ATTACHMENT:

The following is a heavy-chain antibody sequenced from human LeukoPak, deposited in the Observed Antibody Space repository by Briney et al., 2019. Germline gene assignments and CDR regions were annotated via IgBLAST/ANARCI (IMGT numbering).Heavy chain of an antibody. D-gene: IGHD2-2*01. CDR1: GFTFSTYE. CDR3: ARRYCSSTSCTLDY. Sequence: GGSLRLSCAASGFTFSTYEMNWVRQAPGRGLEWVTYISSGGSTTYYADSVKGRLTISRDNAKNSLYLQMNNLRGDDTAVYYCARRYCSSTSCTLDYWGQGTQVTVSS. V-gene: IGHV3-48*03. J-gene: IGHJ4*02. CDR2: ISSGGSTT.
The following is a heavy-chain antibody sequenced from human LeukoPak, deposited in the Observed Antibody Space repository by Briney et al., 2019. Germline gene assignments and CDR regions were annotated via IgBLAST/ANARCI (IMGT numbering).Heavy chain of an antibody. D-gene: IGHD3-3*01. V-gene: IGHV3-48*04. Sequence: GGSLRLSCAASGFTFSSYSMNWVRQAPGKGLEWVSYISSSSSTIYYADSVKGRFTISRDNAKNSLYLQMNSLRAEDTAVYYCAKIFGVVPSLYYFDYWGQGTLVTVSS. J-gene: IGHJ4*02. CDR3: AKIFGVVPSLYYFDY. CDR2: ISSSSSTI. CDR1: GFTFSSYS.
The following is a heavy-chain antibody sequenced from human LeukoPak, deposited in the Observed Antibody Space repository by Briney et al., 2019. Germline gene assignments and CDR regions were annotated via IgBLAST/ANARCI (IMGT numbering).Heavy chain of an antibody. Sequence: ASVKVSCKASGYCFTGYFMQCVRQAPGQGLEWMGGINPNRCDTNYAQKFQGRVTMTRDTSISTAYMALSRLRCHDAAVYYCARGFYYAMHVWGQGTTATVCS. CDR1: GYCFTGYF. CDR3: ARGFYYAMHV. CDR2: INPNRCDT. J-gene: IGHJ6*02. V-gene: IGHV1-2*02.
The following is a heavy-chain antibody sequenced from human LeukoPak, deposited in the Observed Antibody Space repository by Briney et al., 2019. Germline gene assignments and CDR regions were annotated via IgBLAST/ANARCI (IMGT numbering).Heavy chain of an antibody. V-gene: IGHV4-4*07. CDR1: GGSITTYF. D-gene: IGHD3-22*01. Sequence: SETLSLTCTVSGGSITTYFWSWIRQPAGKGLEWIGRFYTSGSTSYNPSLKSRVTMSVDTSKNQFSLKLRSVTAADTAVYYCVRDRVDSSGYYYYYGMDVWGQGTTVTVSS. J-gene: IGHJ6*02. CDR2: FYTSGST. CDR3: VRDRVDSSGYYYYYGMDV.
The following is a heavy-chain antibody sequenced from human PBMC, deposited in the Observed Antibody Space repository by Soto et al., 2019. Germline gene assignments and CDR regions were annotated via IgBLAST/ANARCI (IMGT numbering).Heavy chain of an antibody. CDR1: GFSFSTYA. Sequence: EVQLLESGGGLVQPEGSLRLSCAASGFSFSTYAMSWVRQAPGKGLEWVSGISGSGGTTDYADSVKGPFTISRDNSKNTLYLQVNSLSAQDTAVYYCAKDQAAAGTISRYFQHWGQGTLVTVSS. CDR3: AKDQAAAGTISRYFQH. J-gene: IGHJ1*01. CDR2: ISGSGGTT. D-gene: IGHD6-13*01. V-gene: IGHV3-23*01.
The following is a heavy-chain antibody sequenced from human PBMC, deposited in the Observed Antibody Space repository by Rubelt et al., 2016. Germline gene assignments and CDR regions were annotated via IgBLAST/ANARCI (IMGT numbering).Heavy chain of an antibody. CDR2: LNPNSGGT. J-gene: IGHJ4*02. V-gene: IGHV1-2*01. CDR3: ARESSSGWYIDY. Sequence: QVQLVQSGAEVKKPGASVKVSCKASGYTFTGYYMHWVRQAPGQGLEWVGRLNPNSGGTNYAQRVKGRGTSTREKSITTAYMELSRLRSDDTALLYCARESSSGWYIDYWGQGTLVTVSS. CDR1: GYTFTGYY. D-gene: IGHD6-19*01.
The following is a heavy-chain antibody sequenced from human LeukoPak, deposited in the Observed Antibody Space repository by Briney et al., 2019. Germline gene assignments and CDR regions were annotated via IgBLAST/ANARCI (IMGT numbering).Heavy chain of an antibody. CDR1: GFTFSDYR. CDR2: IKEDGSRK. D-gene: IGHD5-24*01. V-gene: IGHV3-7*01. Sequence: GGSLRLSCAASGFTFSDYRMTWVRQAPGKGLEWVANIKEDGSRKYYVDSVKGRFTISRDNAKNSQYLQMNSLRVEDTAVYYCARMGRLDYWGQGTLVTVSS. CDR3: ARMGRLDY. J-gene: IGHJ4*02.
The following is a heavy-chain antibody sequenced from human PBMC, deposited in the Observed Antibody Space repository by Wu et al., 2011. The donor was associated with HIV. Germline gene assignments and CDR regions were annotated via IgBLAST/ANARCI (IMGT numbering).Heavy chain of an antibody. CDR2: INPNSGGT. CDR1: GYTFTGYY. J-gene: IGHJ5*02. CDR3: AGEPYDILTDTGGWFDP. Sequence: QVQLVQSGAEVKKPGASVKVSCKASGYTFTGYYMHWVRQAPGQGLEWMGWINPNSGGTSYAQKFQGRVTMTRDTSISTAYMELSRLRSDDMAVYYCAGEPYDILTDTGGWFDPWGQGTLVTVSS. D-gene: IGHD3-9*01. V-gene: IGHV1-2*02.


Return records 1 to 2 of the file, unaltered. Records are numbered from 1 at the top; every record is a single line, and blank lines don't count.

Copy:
The following is a heavy-chain antibody sequenced from human LeukoPak, deposited in the Observed Antibody Space repository by Briney et al., 2019. Germline gene assignments and CDR regions were annotated via IgBLAST/ANARCI (IMGT numbering).Heavy chain of an antibody. D-gene: IGHD2-2*01. CDR1: GFTFSTYE. CDR3: ARRYCSSTSCTLDY. Sequence: GGSLRLSCAASGFTFSTYEMNWVRQAPGRGLEWVTYISSGGSTTYYADSVKGRLTISRDNAKNSLYLQMNNLRGDDTAVYYCARRYCSSTSCTLDYWGQGTQVTVSS. V-gene: IGHV3-48*03. J-gene: IGHJ4*02. CDR2: ISSGGSTT.
The following is a heavy-chain antibody sequenced from human LeukoPak, deposited in the Observed Antibody Space repository by Briney et al., 2019. Germline gene assignments and CDR regions were annotated via IgBLAST/ANARCI (IMGT numbering).Heavy chain of an antibody. D-gene: IGHD3-3*01. V-gene: IGHV3-48*04. Sequence: GGSLRLSCAASGFTFSSYSMNWVRQAPGKGLEWVSYISSSSSTIYYADSVKGRFTISRDNAKNSLYLQMNSLRAEDTAVYYCAKIFGVVPSLYYFDYWGQGTLVTVSS. J-gene: IGHJ4*02. CDR3: AKIFGVVPSLYYFDY. CDR2: ISSSSSTI. CDR1: GFTFSSYS.